[0196] In certain embodiments, the integrin beta7 antagonist is administered once every four weeks or at 0, 2, and four weeks followed by once every four weeks for a period of one month (4 weeks), or two months, three months, or six months, or 12 months, or 18 months, or 24 months, or chronically for the lifetime of the patient. In certain embodiments, the treatment is self-administered by the patient. In certain embodiments, the patient self- administers using an autoinject device containing a prefilled syringe.

[0197] In certain embodiments, a flat dose of anti-beta7 antibody is administered to the patient. A flat dose is a particular amount of anti-beta7 antibody that is administered to every patient regardless of weight. Depending on the type and severity of the disease, a flat dose of between about 50 mg and 450 mg of anti-beta7 antibody is administered to the patient, which may be one or more separate injections or infusions or administrations. Such flat dose can be administered subcutaneously. In certain embodiments, the flat dose is about 100 mg or about 200 mg or about 300 mg or about 400 mg or about 450 mg. In certain embodiments, the flat dose is about 105 mg or about 210 mg. In certain embodiments, the flat dose is 105 mg. In certain embodiments the flat dose is 210 mg. In certain embodiments, a flat dose is administered once every four weeks subcutaneously.

[0198] In certain embodiments, an initial flat loading dose of anti-beta7 antibody is followed by one or more flat maintenance doses of anti-beta7 antibody. The loading dose is a larger quantity of anti-beta7 antibody than the maintenance dose. In certain embodiments, the loading dose is about 200 mg or about 210 mg. In certain embodiments, the loading dose is 210 mg. In certain embodiments, 210 mg of the anti-beta7 antibody is administered at week 0, week 2, week 4, week 8, and week 12, and the maintenance dose is administered once every 4 weeks thereafter. In certain embodiments, the maintenance dose is about 100 mg or about 105 mg. In certain embodiments, the maintenance dose is 105 mg.

[0199] In certain embodiments, the anti-beta7 antibody is administered for a period of 14 weeks. In certain embodiments, the anti-beta7 antibody is administered for a period of three months. In certain embodiments, the anti-beta7 antibody is administered for a period of six months. In certain embodiments, the anti-beta7 antibody is administered for a period of at least 12 months (52 weeks). In certain embodiments, the anti-beta7 antibody is administered for a period of at least 66 weeks. In certain embodiments, the anti-beta7 antibody is administered for a period of at least 70 weeks. In certain embodiments, the anti-beta7 antibody is administered for a period of at least 74 weeks. In certain embodiments, the anti- beta7 antibody is administered for the lifetime of the subject.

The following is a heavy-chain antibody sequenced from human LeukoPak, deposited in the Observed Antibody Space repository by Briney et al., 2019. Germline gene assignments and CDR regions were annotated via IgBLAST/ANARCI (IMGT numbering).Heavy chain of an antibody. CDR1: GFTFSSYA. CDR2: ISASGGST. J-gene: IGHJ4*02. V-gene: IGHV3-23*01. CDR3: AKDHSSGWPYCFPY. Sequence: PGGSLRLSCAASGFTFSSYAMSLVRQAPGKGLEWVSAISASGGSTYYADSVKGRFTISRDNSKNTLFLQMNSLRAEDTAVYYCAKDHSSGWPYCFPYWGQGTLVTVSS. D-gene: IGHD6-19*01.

[0200] Typically, the clinician will administer an antibody (alone or in combination with a second compound) of the invention until a dosage(s) is reached that provides the required biological effect. The progress of the therapy of the invention can be monitored by methods described herein, for example, including but not limited to Crohn's Disease Activity Index (CDAI) score, Patient Reported Outcome 2 (PR02) score, and Simplified Endoscopic Index for Crohn's Disease (SES-CD) score.

[0201] In certain embodiments, an anti-beta7 antibody is administered using, for example, a self-inject device, autoinjector device, or other device designed for self- administration. Various self-inject devices, including autoinjector devices, are known in the art and are commercially available. Exemplary devices include, but are not limited to, prefilled syringes (such as BD HYPAK SCF®, READ YF ILLTM, and STERIFILL SCFTM from Becton Dickinson; CLEARSHOTTM copolymer prefilled syringes from Baxter; and Daikyo Seiko CRYSTAL ZENITH® prefilled syringes available from West Pharmaceutical Services); disposable pen injection devices such as BD Pen from Becton Dickinson; ultra- sharp and microneedle devices (such as INJECT-EASETM and microinfuser devices from Becton Dickinson; and H-PATCHTM available from Valeritas) as well as needle-free injection devices (such as BIOJECTOR® and DECT® available from Bioject; and SOF- SERTER® and patch devices available from Medtronic). In certain embodiments, an article of manufacture is provided comprising a prefilled syringe comprising a single dose of etrolizumab. In certain embodiments, an article of manufacture is provided comprising a prefilled syring and autoinjector combination comprising a single dose of etrolizumab.